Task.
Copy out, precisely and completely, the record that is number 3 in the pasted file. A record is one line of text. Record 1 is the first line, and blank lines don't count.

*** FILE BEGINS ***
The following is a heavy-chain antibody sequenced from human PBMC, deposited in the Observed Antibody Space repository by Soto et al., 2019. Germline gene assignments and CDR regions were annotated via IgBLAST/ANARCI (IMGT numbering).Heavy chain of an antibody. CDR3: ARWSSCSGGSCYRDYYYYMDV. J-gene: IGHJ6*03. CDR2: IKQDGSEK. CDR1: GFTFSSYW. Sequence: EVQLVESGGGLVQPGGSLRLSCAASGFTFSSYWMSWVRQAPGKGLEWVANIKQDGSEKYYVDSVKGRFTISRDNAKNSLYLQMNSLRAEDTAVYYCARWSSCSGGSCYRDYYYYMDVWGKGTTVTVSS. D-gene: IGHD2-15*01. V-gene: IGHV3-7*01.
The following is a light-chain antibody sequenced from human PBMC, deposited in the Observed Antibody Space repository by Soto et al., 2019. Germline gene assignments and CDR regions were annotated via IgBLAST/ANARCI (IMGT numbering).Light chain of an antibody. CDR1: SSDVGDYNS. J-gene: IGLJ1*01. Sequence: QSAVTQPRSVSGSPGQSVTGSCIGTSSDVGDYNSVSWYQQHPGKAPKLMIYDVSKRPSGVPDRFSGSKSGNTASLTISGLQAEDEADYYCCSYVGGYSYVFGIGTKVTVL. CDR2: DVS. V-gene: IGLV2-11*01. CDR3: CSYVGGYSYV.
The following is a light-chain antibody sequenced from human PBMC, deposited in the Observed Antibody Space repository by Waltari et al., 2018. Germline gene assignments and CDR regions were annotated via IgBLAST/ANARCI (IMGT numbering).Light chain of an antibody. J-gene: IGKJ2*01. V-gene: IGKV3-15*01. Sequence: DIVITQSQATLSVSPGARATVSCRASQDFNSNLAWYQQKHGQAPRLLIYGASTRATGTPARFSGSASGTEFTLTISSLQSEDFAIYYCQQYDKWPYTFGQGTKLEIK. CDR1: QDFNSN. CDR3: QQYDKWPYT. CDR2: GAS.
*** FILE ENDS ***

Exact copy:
The following is a light-chain antibody sequenced from human PBMC, deposited in the Observed Antibody Space repository by Waltari et al., 2018. Germline gene assignments and CDR regions were annotated via IgBLAST/ANARCI (IMGT numbering).Light chain of an antibody. J-gene: IGKJ2*01. V-gene: IGKV3-15*01. Sequence: DIVITQSQATLSVSPGARATVSCRASQDFNSNLAWYQQKHGQAPRLLIYGASTRATGTPARFSGSASGTEFTLTISSLQSEDFAIYYCQQYDKWPYTFGQGTKLEIK. CDR1: QDFNSN. CDR3: QQYDKWPYT. CDR2: GAS.